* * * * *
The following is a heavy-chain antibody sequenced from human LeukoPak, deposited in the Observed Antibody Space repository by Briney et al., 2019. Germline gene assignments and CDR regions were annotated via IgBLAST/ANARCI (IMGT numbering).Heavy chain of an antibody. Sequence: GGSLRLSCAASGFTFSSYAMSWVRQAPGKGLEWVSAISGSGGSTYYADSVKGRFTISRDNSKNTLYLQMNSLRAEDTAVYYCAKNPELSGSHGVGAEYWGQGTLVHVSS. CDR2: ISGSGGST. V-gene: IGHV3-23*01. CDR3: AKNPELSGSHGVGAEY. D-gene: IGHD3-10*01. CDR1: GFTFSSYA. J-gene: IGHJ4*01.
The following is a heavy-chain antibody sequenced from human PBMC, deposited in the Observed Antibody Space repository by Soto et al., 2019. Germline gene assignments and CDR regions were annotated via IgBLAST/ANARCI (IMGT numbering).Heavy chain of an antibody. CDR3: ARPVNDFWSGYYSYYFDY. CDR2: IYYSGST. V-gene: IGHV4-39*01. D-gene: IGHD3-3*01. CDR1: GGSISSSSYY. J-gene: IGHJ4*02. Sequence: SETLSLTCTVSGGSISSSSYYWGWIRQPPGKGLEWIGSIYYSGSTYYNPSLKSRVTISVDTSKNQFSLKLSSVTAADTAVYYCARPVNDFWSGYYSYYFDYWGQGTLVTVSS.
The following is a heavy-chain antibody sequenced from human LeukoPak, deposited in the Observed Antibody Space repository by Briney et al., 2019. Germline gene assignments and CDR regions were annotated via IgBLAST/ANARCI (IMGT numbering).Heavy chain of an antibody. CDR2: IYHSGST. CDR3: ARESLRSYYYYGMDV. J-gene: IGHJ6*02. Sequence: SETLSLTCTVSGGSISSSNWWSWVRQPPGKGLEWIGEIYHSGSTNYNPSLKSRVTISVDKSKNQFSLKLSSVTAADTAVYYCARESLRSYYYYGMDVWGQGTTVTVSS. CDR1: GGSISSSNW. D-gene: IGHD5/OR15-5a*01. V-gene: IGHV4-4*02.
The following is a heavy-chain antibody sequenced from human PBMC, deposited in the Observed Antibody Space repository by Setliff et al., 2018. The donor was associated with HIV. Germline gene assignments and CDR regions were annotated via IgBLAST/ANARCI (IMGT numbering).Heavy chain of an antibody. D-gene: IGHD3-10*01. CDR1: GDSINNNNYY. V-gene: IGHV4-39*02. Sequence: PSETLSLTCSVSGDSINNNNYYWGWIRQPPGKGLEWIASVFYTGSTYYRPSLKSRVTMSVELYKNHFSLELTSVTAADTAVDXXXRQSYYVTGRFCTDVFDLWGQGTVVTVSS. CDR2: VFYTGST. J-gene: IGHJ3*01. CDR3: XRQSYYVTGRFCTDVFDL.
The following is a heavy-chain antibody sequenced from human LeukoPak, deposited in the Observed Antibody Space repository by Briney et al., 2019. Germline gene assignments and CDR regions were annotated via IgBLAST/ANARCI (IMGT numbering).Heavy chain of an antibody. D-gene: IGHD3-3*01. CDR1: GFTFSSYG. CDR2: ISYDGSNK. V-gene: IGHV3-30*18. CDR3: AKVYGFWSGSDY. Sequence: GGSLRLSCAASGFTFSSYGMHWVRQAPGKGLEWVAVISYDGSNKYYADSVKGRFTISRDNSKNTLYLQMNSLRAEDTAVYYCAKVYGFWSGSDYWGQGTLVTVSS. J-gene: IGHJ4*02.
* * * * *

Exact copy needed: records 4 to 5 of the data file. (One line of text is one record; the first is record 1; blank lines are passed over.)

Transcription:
The following is a heavy-chain antibody sequenced from human PBMC, deposited in the Observed Antibody Space repository by Setliff et al., 2018. The donor was associated with HIV. Germline gene assignments and CDR regions were annotated via IgBLAST/ANARCI (IMGT numbering).Heavy chain of an antibody. D-gene: IGHD3-10*01. CDR1: GDSINNNNYY. V-gene: IGHV4-39*02. Sequence: PSETLSLTCSVSGDSINNNNYYWGWIRQPPGKGLEWIASVFYTGSTYYRPSLKSRVTMSVELYKNHFSLELTSVTAADTAVDXXXRQSYYVTGRFCTDVFDLWGQGTVVTVSS. CDR2: VFYTGST. J-gene: IGHJ3*01. CDR3: XRQSYYVTGRFCTDVFDL.
The following is a heavy-chain antibody sequenced from human LeukoPak, deposited in the Observed Antibody Space repository by Briney et al., 2019. Germline gene assignments and CDR regions were annotated via IgBLAST/ANARCI (IMGT numbering).Heavy chain of an antibody. D-gene: IGHD3-3*01. CDR1: GFTFSSYG. CDR2: ISYDGSNK. V-gene: IGHV3-30*18. CDR3: AKVYGFWSGSDY. Sequence: GGSLRLSCAASGFTFSSYGMHWVRQAPGKGLEWVAVISYDGSNKYYADSVKGRFTISRDNSKNTLYLQMNSLRAEDTAVYYCAKVYGFWSGSDYWGQGTLVTVSS. J-gene: IGHJ4*02.